Mary Ellis is the author of many books, including A Widow’s Hope, Sarah’s Christmas Miracle, and A Marriage for Meghan. She and her husband live in central Ohio, where they try to live a simpler style of life.
She was a finalist in the ACFW Carol Awards for A Widow’s Hope in 2010, and the 3inner of the Award of Merit in the Holt Medallion Awards for A Widow’s Hope in 2010.
Learn more about Mary and her books on her Website.
ABOUT THE BOOK:
Living in Harmony is the first book in bestselling author Mary Ellis’s New Beginnings series. It’s about fresh starts and love…and how faith in God and His perfect plan for our lives provides us with the peace and joy we desire.
Amy King–young, engaged, and Amish–faces difficult challenges in her life when she suddenly loses both of her parents in a house fire. Her fiancé, John Detweiler, persuades her and her sister Nora to leave Lancaster County and make a new beginning with him in Harmony, Maine, where he has relatives who can help the women in their time of need.
John’s brother Thomas and sister-in-law Sally readily open their home to the three newcomers. Wise beyond his years, Thomas, a minister in the district, refuses to marry Amy and John upon their arrival, suggesting instead a period of adjustment and counseling.
During this time Amy discovers an aunt who was shunned. She wishes to reconnect with her, but this puts a strain on her relationship with John.
Can John and Amy find a way to live in happily in Harmony before making a lifetime commitment to one another?
Watch the book trailer for Living in Harmony:
Living in Harmony is one of those Amish novels that leaves me frustrated. On the one hand, it is very well written and enjoyable. I am sure that the narrative gives a realistic look into the lives of some Old Order Amish communities and is informative in that way.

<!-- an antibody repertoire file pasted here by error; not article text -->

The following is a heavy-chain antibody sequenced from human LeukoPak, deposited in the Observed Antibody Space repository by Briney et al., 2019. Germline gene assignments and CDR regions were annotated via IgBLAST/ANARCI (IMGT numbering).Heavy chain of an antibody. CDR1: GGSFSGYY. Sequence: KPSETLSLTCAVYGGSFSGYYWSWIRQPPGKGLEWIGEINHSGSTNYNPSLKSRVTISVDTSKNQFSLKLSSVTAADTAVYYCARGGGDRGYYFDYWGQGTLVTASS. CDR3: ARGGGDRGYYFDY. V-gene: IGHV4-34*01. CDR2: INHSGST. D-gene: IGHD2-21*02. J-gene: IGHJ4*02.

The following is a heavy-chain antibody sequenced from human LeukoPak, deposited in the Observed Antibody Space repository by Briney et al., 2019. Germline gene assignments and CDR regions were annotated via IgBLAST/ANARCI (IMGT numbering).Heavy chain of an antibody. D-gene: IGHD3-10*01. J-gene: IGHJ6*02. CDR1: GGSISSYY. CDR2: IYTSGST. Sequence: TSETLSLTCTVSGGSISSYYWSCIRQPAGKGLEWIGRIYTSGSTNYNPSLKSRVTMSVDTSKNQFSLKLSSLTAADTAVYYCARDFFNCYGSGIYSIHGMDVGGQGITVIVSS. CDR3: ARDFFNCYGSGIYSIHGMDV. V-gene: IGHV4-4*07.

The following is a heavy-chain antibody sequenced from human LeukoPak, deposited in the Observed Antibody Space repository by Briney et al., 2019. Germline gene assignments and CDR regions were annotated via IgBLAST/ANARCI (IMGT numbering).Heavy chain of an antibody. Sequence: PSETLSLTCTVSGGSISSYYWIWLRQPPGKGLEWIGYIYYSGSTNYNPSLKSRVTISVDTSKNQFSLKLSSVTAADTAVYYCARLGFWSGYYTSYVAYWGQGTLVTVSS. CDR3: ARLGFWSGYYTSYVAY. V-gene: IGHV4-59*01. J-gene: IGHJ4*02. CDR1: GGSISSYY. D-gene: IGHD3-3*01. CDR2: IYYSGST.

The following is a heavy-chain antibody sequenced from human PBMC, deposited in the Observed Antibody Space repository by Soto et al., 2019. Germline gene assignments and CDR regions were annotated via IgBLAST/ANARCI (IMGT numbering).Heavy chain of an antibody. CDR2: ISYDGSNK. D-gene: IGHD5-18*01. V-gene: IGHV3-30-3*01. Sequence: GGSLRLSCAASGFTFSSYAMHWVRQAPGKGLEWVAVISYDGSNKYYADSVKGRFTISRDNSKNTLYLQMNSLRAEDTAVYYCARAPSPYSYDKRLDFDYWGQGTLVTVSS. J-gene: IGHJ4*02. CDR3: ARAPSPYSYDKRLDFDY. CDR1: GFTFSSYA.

On the other hand, I found that my sympathies were more with Elam and Nora who were portrayed as rebellious. I do agree that Elam’s behavior was less than appropriate most of the time and Nora’s actions were not always rational. However, although I have always tended to be a mostly compliant person, I am afraid that my rebellious nature would rise up quickly if subjected to the kind of legalism practiced in Harmony. I did not care for John very much at all and was secretly rooting for Amy to break her engagement and leave Harmony.
All that being said, there were still some lessons to be learned through Living in Harmony and John’s brother Thomas and Amy’s Aunt were usually the source. Regardless of how I felt about the Harmony lifestyle, the King sisters and the Detweiler family had a profoundly positive overall effect on each other and their community.
Living in Harmony was not exactly my cup of tea but true fans of Amish fiction should love it.